As for quickness to judge, I think that I have made it clear that things are not always as they appear, and that if you assume someone is using a placard inappropriately then you are probably mistaken and that you are likely being insensitive to the needs of others.

# Danny on 8 Nov 2007 10:45 AM:

"The guys I reserve special ire for are those people that park in the hashed area between two handicapped parking spots."

I have seen this situation happen a lot recently at the Walmart stores. The ones that are doing this are the ones who dont have any type of handicapped tag whatsoever. I confronted the greeter one time about this. He said that this is private property. Nobody can enforce the handicapped parking. I think this is hogwash. That space is there for a reason. And not for someone who is too lazy to walk the extra few feet they have to walk.

SouSou on 22 May 2009 10:53 PM:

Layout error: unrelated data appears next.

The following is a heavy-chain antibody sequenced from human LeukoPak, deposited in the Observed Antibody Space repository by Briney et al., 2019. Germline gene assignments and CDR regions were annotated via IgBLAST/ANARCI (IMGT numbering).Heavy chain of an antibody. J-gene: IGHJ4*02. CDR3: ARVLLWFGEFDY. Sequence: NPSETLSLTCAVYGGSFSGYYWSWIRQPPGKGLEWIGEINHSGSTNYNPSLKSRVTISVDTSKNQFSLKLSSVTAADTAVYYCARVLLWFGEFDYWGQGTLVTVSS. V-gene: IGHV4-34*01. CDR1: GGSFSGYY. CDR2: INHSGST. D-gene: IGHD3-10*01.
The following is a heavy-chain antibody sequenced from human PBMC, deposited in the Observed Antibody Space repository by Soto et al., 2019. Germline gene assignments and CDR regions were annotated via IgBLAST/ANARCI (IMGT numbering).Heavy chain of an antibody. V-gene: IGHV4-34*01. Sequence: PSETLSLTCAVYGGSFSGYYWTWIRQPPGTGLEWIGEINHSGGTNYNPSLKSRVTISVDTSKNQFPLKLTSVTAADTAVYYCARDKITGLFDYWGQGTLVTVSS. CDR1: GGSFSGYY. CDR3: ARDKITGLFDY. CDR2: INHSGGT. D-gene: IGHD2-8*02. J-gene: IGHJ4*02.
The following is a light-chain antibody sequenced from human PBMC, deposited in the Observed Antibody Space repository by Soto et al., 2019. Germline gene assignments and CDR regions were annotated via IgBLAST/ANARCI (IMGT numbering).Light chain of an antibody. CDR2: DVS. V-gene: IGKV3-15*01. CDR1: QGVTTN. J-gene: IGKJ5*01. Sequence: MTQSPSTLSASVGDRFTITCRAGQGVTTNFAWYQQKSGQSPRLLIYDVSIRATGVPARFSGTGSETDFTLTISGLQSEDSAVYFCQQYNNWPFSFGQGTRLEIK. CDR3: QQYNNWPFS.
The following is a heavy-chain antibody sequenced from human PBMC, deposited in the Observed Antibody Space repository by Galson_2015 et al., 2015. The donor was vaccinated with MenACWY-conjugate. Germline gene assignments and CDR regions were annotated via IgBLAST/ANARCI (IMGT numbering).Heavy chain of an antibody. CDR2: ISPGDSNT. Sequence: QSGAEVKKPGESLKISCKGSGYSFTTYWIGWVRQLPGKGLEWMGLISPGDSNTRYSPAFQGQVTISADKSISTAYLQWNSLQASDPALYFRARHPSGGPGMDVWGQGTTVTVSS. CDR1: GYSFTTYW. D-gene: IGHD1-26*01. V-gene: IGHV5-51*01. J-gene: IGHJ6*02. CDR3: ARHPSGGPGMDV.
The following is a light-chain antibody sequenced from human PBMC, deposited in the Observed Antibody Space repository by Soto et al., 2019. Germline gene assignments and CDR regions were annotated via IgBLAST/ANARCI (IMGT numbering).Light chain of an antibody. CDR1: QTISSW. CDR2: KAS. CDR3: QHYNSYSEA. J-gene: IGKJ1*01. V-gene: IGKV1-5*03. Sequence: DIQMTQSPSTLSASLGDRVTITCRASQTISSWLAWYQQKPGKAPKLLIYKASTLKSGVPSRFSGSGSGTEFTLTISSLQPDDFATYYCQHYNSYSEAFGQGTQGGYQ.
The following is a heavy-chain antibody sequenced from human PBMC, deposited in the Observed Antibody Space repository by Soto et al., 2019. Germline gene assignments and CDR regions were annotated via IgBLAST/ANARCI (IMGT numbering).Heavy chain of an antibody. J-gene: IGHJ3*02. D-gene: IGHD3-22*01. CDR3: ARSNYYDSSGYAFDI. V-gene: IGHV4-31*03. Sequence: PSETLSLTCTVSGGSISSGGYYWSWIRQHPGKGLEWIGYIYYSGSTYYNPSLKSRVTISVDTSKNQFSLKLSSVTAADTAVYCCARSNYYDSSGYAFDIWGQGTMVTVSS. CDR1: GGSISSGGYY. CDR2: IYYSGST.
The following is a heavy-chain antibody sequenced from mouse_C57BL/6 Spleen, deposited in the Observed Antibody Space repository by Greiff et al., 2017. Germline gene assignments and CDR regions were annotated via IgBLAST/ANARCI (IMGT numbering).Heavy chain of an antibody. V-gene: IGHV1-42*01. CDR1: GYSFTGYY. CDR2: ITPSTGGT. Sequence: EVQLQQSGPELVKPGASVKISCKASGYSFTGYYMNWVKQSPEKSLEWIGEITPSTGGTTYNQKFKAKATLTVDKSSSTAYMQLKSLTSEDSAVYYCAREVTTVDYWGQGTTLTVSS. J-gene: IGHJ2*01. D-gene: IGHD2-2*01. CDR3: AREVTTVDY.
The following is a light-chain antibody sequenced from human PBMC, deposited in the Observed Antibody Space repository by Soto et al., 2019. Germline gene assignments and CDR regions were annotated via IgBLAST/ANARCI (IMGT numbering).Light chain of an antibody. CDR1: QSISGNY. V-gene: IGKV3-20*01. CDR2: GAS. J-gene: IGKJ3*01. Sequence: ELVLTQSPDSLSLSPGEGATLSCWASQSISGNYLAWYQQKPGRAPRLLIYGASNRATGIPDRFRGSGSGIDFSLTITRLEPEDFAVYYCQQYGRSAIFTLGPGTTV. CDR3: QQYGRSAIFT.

If you use a handicapped parking placard, check out this device called "VisorTag" at this site "". It holds and protects your placard, and clips to the visor. It is a great invention for people who use the tags. You no longer need to hang and remove your tag, you simply swing it down when you park, and fold it back when you drive. It magnetically latch into a stored position out of your view when you drive. It protects and preserves your tag, and you never lose it because it is always inside its clear and durable frame and no need to remove it.

Apartment Manager on 22 Jun 2010 3:02 PM: